True North Enterprise Calibration

True North Enterprise Calibration describes IpX’s best practice-based approach to sustainable business and digital transformation. IpX, which is perhaps best known for defining and delivering the CM2 methodology and associated certification, has added additional capabilities to CM2 to build a best practice-based approach that is designed to define and support sustainable business transformation. IpX’s approach and associated service delivery model enables organizations to benchmark, assess, and transform today’s and tomorrow’s business challenges into successful elements of their business. According to IpX, these challenges provide innovative opportunities and incorporate the appropriate set of business process and enabling technology-based capabilities that are on the mind of a company’s executives, such as Model-Based Design, Additive Manufacturing, Artificial Intelligence, Operational Excellence, and many others, into the way the business operates.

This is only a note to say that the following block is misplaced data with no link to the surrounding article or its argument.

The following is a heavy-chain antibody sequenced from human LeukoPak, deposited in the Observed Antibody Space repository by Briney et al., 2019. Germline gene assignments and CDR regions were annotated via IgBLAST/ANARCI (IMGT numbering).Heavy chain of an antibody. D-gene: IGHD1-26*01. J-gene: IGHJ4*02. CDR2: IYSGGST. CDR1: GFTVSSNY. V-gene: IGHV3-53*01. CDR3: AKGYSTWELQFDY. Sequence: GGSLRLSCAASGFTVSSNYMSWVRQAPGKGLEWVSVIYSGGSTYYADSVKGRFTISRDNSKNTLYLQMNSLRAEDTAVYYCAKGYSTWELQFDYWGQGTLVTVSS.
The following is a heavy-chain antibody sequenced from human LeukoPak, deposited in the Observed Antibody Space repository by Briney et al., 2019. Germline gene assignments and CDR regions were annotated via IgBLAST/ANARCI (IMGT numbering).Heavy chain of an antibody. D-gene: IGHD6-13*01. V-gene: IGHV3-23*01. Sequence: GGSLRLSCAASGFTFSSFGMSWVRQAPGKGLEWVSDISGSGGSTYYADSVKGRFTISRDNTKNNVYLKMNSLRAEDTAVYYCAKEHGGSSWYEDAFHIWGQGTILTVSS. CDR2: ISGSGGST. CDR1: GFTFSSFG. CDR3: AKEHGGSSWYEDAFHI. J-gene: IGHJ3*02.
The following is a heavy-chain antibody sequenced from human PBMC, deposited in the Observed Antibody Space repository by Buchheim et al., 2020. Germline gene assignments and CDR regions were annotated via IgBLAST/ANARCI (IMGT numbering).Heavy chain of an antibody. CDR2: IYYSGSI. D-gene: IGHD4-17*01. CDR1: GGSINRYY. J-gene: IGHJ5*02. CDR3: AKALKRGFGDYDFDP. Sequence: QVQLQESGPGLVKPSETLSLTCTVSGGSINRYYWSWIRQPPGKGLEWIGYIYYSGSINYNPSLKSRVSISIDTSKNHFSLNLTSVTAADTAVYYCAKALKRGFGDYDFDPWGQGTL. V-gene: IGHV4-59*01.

IpX’s True North Enterprise Calibration model, as illustrated in Figure 1, includes the following eight main elements:

  • Ecosystems Assessment—used to identify the strengths and opportunities associated with an organization’s people, processes, systems, and data.
  • Training & Certification—includes an extensive set of training and certifications, e.g., CM2, RISE, Model-Based Systems Engineering (MBSE), EIA-649, Document Control, Software Lifecycle, and Building Information Modeling (BIM).
  • Enterprise Roadmap—a focused functional and phased approach designed to achieve value and sustainable transformation.
  • Business Engagement Strategy—a comprehensive improvement strategy used to prioritize the most valuable elements of the transformation journey being considered.
  • Organizational Change Management—the promotion, using IpX’s RISE model (Retention through Inclusion, Service & Equity®), of a collaborative mindset and deployment methods for managing change.